Saturday, 7 June 2014

SQL Server Identity Column vs VFP AutoInc Field

In  order to have an efficient table structure which minimizes data redundancy, developers have employed normalization in which tables are broken down into several tables connected together by a certain field which is either a primary key or a foreign key for the purpose of RDMS.

This is being done not only to avoid data redundancy but also to keep the size of the table small as possible especially if you are working with VFP free tables which have a maximum of 2GB filesize per table.

I have come to learn the use of the primary key (PK) and foreign key (FK) from when I was younger and in VFP, we heavily make use of a special field called AUTOINC (auto-increment) field.

The AUTOINC field, as the word implies by itself, is just a field which automatically increments itself after a successful INSERT INTO command. The addition of this in VFP 9 has since freed the developers from the agony of maintaining a cumulative number which is used as a PK or for in any invoicing purposes.

The AUTOINC parameter is unique to VFP SQL and it's use is pretty straightforward--that is, to increase a number by a  certain number which can be one or more. To use the AUTOINC feature in a VFP table, here's an example:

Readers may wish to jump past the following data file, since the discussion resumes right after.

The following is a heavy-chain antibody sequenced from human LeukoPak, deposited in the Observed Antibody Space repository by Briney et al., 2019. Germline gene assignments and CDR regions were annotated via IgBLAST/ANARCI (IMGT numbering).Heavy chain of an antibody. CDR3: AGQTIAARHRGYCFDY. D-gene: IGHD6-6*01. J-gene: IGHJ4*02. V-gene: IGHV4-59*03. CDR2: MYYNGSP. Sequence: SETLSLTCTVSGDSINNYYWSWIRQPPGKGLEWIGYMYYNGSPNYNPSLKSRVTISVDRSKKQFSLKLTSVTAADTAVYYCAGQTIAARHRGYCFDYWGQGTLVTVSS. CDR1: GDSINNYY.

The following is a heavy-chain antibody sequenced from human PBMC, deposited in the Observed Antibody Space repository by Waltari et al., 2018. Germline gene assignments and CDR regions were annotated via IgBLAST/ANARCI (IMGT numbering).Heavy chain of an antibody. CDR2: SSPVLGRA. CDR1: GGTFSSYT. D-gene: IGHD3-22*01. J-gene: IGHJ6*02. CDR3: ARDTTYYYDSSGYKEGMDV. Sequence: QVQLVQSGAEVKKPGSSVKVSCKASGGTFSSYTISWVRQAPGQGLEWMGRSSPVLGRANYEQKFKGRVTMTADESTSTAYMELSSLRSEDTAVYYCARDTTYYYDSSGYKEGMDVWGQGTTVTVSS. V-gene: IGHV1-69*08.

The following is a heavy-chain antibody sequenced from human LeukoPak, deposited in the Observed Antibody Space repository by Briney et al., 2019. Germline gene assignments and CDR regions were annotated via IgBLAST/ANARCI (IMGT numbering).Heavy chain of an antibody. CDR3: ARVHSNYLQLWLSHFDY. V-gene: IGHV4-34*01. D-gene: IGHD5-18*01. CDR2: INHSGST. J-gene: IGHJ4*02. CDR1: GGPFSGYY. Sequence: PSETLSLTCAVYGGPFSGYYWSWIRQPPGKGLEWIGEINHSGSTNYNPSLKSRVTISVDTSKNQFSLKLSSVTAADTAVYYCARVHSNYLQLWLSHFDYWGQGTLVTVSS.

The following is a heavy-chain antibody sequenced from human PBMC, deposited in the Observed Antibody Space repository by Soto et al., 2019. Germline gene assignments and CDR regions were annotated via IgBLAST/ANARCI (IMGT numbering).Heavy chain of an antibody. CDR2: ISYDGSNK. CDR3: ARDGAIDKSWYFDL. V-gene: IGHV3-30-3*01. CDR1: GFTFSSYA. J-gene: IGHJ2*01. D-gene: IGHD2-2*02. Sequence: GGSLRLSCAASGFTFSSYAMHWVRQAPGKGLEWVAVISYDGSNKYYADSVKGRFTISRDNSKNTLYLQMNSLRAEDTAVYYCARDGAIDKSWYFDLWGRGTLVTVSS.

Visual Foxpro:

Create Table Table1 (PKID Int Autoinc Nextvalue 1000 Step 1, dNow DateTime)


The Reporter's Assistant
Table1 with first column named PKID and is an autoinc field beginning from 1000.

In SQL Server, there is no AUTOINC keyword but there's the IDENTITY column which is similar to VFP's AUTOINC. It also needs a seed value and the step value. To use the IDENTITY column in SQL server, here's how:

SQL Server:

CREATE table test2.dbo.table1 (PKID INTEGER IDENTITY (1000,1) PRIMARY KEY, dNow DateTime)


The Reporter's Assistant
Table1 with first column named PKID and is an IDENTITY COLUMN beginning from 1000.

Pretty much these two are the same and are useful for generating unique ID's or for invoicing. Both are Integer data type but the difference is that in VFP, you must specify the field(s)  in which new records are to be inserted. So the VFP SQL command below won't work...


...because VFP will require you to supply an additional parameter for the field other than the AUTOINC field and in this case, it's the datetime column.

Whereas in SQL Server, you can bypass the name of the IDENTITY COLUMN and the target field to be inserted provided that the supplied values are correct. The command below works without specifying the column name for the datetime.


Both AUTOINC in VFP and IDENTITY column in SQL Server have been proven to be useful whether it is simply for  generating PKID's or for producing unique numbers.

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